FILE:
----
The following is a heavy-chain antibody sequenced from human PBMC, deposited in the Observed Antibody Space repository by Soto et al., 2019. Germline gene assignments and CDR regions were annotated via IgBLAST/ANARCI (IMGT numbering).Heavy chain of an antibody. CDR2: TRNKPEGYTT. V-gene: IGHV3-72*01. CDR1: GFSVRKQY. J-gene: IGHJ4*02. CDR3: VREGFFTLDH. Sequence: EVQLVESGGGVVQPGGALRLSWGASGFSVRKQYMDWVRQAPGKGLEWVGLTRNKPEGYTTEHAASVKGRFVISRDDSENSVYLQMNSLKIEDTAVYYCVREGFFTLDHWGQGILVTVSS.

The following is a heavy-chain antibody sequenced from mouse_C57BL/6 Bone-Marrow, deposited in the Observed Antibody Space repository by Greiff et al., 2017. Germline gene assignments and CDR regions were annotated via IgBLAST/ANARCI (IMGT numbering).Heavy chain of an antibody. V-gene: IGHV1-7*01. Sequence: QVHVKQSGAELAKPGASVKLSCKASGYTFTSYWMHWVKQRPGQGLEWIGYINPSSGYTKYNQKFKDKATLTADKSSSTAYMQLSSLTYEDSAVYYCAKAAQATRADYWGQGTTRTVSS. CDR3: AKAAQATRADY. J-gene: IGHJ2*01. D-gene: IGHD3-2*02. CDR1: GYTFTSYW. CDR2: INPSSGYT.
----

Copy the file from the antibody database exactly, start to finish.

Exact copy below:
The following is a heavy-chain antibody sequenced from human PBMC, deposited in the Observed Antibody Space repository by Soto et al., 2019. Germline gene assignments and CDR regions were annotated via IgBLAST/ANARCI (IMGT numbering).Heavy chain of an antibody. CDR2: TRNKPEGYTT. V-gene: IGHV3-72*01. CDR1: GFSVRKQY. J-gene: IGHJ4*02. CDR3: VREGFFTLDH. Sequence: EVQLVESGGGVVQPGGALRLSWGASGFSVRKQYMDWVRQAPGKGLEWVGLTRNKPEGYTTEHAASVKGRFVISRDDSENSVYLQMNSLKIEDTAVYYCVREGFFTLDHWGQGILVTVSS.

The following is a heavy-chain antibody sequenced from mouse_C57BL/6 Bone-Marrow, deposited in the Observed Antibody Space repository by Greiff et al., 2017. Germline gene assignments and CDR regions were annotated via IgBLAST/ANARCI (IMGT numbering).Heavy chain of an antibody. V-gene: IGHV1-7*01. Sequence: QVHVKQSGAELAKPGASVKLSCKASGYTFTSYWMHWVKQRPGQGLEWIGYINPSSGYTKYNQKFKDKATLTADKSSSTAYMQLSSLTYEDSAVYYCAKAAQATRADYWGQGTTRTVSS. CDR3: AKAAQATRADY. J-gene: IGHJ2*01. D-gene: IGHD3-2*02. CDR1: GYTFTSYW. CDR2: INPSSGYT.